I'm reposting a portion of a blog entry I read on Retail Design Diva dated November 5, 2013. Titled "Vacation Retail Tales," it's about a lost cell phone, customer service and redemption.
Vacation Retail Tales -- Thanks Teddy at AT&T in Tarrytown, N.Y., for saving our vacation. A vacation that started off without a hitch until that panicked pat-down, which can only mean: “Where’s my (^$%@&) phone?!” While driving along the Hudson River (I couldn’t resist a quick email check), the missing iPhone signaled end of good times—at least for a few hours. (Thanks to CNN Money for the Tarrytown photo.)
The post continues with the writer retracing her steps from Starbucks to the quaint farmers’ market to find the lost phone. She receives helpful advice along the way -- in particular from a kind gent who suggests using the app to find it.
Eventually she writes, she and her travelling companion decide to pick up a free-ish replacement at AT&T. There she learns from Teddy Kang, the customer service rep, that her "Mr. Husband" could upgrade to a new phone but not she. And that's when Teddy's assistance and knowledge kick in regarding the options before them.
Here’s the point, she writes: Teddy clearly and patiently pointed out our options and there were plenty for replacing/upgrading either phone. He spent time making sure we understood the up and downside of any decision. (Thanks to the Denver Business Journal for the photo.)
While under Teddy's care, an intermittently working Home button on Mr. Husband's iPhone is replaced with a digital one. Back home we’d been told we’d need to replace the phone. Nothing more could be done, sorry.
And back to the hotel, where they find the wayward iPhone on the coffee table and off they go to tell Teddy! There, Teddy helps again by adding an Apple ID for her phone, downloading the Find iPhone app and installing a digital Home button.
And the post goes on: I don’t know that we’ll be turning in our iPhones just yet, but I can say we’ll probably stick with AT&T—at least for the rest of our contract. I don’t mean to be mean, but I don’t think our local AT&T back home was nearly as accommodating or clear, for one, with the terms of our agreement. To be fair, perhaps I’m not the best listener and, yes, our store has many friendly and helpful associates. Maybe it takes a near crises far away from home for anyone (like me) to actually pay attention to what they’re signing, agreeing to or buying. And there you have it. Customers demand a lot from the store associate, while letting themselves slide on their end of the deal. (Thanks to iOSDoc for the photo)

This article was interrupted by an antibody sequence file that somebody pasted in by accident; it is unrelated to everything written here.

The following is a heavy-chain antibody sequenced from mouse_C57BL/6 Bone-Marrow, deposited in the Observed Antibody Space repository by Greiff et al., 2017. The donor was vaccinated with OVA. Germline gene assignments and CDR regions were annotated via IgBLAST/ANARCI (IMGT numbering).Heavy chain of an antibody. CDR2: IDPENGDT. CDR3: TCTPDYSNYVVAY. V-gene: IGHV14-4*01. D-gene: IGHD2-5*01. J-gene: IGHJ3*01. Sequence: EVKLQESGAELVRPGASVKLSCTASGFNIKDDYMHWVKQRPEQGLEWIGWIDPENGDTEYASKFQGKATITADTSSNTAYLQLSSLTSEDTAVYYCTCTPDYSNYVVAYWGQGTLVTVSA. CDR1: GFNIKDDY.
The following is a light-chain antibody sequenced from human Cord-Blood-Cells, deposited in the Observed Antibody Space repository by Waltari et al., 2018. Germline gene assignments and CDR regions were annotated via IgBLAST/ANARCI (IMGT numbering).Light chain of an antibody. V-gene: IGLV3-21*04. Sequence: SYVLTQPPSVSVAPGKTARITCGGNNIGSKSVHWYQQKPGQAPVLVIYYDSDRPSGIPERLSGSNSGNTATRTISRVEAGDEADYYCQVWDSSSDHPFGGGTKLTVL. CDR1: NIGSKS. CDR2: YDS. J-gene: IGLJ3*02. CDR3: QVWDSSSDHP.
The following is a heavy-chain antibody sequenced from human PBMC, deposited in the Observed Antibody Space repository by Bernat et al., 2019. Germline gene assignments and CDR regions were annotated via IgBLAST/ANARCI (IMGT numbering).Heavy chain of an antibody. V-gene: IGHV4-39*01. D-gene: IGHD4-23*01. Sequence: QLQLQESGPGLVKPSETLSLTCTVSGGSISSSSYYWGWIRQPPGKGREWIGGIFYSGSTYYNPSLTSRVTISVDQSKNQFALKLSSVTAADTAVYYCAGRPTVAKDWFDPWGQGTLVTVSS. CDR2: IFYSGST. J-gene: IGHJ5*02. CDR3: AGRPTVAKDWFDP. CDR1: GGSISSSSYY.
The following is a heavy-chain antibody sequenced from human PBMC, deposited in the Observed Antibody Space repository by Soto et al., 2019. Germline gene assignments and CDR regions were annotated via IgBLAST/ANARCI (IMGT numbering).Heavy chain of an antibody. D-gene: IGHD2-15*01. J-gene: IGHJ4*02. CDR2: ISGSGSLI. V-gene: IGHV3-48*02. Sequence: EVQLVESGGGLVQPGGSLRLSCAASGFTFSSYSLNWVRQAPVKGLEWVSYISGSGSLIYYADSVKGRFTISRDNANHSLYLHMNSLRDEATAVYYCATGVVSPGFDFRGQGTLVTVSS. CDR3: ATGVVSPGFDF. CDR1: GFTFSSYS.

But, I certainly won’t be forgetting Teddy in Tarrytown anytime soon. He sure knew his phones inside and out ... plus he offered his card and said he could help us with other questions even back home.
The post ends with a call for action from readers to submit comments. And they did -- including Teddy who offered his thanks and again offered to help the blog poster.
Okay, full disclosure here: I am Mr. Husband. So why repost? Because I witnessed this textbook example of the salesperson's opportunity to put his customer at ease though his extensive knowledge of both AT&T's products and services.
The retail industry offers a number of shining examples. Starbucks and Apple have "hyper trained" employees, so too does Nordstrom, who will go to great lengths to satisfy a customer's need. Toyota is known for having the best-trained salespersons in the industry. In our "mystery shopper" surveys for clients, salespersons that ask the right questions to ensure the proper part is ordered, get the highest marks.
These days everyone is a "retail customer" even if they're buying industrial products and you can see why. No buyer wants to be treated poorly from being given off-the-mark advice or the wrong part. In orther words, take the time to show (not tell) your customer how you can solve their issue. Be consultative in your approach and train some "Teddies" for your team!
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